Though they may appear anecdotal, dwelling as they do at the precipice of the unspoken, such small victories are many. When I asked one warder if he had the contact information of a woman he was on patrol with years ago, when a disembodied voice spoke to them on the North stairs just after midnight outside of the China and South Asia Gallery, he admitted he wasn’t sure how to get in touch.

“She’s left here a number of years ago now. She was very uneasy. She always felt something in this museum.”

A black and white photo of a roof that has been torn down.
Second World War bomb damage to Greek and Roman Life Room (looking north) 1941. (Central Archive Photograph 146) © The Trustees of the British Museum.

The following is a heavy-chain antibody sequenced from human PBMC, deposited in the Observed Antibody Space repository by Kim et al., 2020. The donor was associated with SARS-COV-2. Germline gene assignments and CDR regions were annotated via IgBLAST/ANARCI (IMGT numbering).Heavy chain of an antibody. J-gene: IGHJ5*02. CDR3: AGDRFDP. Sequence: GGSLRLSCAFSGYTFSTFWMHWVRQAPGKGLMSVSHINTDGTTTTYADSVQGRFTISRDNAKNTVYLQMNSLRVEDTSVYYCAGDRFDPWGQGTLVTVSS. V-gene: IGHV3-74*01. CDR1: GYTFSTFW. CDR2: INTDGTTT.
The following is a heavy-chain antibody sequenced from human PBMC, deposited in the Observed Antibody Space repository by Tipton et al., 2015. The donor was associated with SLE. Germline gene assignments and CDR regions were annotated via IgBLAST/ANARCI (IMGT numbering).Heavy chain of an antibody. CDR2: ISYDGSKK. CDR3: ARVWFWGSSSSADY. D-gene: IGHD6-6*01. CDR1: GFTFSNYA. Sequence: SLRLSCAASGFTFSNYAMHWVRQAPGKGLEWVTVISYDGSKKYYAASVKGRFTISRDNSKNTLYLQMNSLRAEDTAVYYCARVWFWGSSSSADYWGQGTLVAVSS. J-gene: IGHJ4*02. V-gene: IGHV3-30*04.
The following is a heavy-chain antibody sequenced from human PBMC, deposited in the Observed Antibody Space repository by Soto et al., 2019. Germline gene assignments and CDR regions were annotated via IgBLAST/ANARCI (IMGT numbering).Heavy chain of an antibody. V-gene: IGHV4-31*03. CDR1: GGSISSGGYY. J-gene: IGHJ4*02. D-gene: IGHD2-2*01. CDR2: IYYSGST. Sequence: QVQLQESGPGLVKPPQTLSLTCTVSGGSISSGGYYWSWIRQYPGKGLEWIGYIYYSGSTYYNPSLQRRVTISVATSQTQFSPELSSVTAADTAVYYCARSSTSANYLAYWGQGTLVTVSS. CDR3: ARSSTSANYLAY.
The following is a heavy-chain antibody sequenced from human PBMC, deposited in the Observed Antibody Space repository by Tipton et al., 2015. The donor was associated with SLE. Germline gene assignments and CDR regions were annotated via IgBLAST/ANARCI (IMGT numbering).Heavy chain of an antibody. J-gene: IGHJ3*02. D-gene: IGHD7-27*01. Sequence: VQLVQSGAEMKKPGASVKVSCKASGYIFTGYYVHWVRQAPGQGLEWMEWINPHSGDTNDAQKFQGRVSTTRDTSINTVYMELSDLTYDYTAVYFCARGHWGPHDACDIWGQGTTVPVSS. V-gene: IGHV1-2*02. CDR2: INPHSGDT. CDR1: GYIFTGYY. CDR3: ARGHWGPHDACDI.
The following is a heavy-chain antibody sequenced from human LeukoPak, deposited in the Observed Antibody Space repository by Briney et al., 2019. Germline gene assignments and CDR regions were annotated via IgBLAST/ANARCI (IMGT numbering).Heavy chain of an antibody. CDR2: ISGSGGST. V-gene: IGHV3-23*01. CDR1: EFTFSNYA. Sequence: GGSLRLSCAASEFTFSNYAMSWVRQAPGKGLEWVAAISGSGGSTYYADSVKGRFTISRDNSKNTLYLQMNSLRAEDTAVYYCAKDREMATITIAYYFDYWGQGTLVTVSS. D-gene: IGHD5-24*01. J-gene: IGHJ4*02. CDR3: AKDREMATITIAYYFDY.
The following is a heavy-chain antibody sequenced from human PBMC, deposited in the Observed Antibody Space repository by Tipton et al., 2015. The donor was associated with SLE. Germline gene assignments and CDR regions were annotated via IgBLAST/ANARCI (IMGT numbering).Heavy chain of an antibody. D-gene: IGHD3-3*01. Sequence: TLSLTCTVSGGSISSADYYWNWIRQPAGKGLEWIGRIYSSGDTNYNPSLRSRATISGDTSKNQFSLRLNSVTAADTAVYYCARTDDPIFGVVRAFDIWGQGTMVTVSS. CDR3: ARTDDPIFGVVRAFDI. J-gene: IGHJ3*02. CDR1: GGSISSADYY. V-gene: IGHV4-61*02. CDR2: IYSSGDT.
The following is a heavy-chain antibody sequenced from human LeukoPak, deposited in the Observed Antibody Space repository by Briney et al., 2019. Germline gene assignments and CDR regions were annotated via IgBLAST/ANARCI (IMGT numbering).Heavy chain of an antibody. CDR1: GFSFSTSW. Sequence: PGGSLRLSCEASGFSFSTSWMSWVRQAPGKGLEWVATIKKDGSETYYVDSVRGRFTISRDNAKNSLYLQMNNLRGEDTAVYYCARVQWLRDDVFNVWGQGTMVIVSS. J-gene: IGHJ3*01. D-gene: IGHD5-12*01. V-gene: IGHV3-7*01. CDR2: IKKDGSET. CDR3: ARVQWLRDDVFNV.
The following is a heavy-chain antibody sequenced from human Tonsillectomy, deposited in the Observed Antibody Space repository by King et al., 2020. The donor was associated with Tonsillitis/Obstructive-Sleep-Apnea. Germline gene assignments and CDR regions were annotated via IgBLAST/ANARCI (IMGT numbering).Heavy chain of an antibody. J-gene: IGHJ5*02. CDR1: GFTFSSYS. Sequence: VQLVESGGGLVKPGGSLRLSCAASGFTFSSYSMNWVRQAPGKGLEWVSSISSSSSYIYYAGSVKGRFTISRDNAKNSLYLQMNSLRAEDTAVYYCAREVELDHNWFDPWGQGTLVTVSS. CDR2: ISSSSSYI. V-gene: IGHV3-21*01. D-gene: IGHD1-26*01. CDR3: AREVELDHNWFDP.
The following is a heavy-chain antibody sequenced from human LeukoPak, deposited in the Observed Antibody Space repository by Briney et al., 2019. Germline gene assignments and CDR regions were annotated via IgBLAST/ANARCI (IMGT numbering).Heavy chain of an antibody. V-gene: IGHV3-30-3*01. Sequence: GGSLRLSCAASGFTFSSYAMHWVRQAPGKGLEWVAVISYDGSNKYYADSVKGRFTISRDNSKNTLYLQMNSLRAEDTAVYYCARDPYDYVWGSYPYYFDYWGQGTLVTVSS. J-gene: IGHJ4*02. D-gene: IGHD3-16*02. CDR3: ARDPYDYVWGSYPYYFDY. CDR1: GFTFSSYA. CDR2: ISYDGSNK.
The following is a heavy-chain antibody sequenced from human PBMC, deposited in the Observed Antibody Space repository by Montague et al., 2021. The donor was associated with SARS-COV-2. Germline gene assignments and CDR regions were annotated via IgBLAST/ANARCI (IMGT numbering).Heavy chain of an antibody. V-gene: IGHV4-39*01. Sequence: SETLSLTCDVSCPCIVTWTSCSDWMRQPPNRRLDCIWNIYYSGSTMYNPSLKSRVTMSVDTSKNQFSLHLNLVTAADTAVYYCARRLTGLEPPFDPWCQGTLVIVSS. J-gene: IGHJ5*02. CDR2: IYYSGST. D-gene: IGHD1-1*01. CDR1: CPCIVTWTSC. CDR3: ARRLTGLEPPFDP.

Insurgent Spirits at The British Museum
00:00 - 00:00
2 May 2022
Essay by Noah Angell

Noah Angell is writing a book on haunted museums, which takes the British Museum as its case study. For inquiries or to offer contributions, please contact:

Introduction [1]
“Warder” is the term commonly used to refer to a guard at the British Museum, either to Visitor Services or Security staff. Derived from the Anglo-Norman French wardere, and from Old Northern French warder ‘to guard,’ “warder” is more closely associated with prisons than museums.
...objects.” [2]
“Permanent nights” is the vernacular term at the British Museum for those who regularly work the overnight security shift.